So far, these Netscape partners have maintained an air of optimism--if not arrogance--in the deal's aftermath, trying hard not to flinch at the potential consequences.
The portals are not making a big deal out of the agreement, some saying that consolidation was bound to happen. On the other hand, ISPs are wary of what appears to be AOL's direct move into their business.
"We believe that on the Internet in the next couple of years, three or so major players will emerge in this space," said Yahoo spokeswoman Diane Hunt, referring to Microsoft, AOL, and Yahoo. "The difference between yesterday and today added to the likelihood that Netscape would be added to the big three."
The portal space is notorious for a culture rife with "coopetition," in which companies strike deals and partnerships with their competitors. However, for portals, the one key question is whether AOL plans to sever relationships already forged with Netcenter.
These companies--and others, such as LookSmart and AltaVista--have multimillion-dollar agreements in place for "premier" placement on Netscape's portal Netcenter for content sharing or placement in its Web search rotation. The partners, in turn, get more traffic from their placement on Netcenter.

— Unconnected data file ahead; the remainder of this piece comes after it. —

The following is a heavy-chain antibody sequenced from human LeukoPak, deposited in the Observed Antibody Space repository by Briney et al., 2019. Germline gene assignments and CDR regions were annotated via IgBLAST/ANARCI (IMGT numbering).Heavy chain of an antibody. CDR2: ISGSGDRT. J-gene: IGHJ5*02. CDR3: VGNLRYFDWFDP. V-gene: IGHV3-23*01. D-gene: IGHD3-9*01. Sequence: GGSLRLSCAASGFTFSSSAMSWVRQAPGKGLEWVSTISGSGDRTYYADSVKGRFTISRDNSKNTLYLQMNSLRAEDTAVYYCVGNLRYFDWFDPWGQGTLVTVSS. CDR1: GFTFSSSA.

This is a fairly typical scenario in the portal world.
A sticky situation
However, if the AOL-Netscape deal goes through as expected, the future for these portals may not be so bright, some analysts say.
"I think for pretty much anybody on the Netcenter page, this is not great news," said Mark Mooradian, an analyst at Jupiter Communications.
With AOL at the helm, Netscape's partnerships could be altered dramatically, or simply dropped.
However, rival portals so far are putting forth an air of confidence.
"We really feel strong about the relationship that exists with Netscape and AOL," said Brett Bullington, chief operating officer at Excite.
Infoseek chief executive Harry Motro said the deal would have little effect on the company, given that its dependence on Netscape for traffic has diminished over the past year and a half. Though at one time 44 percent of Infoseek traffic came from Netscape, the company now gains only 5 percent from Netscape.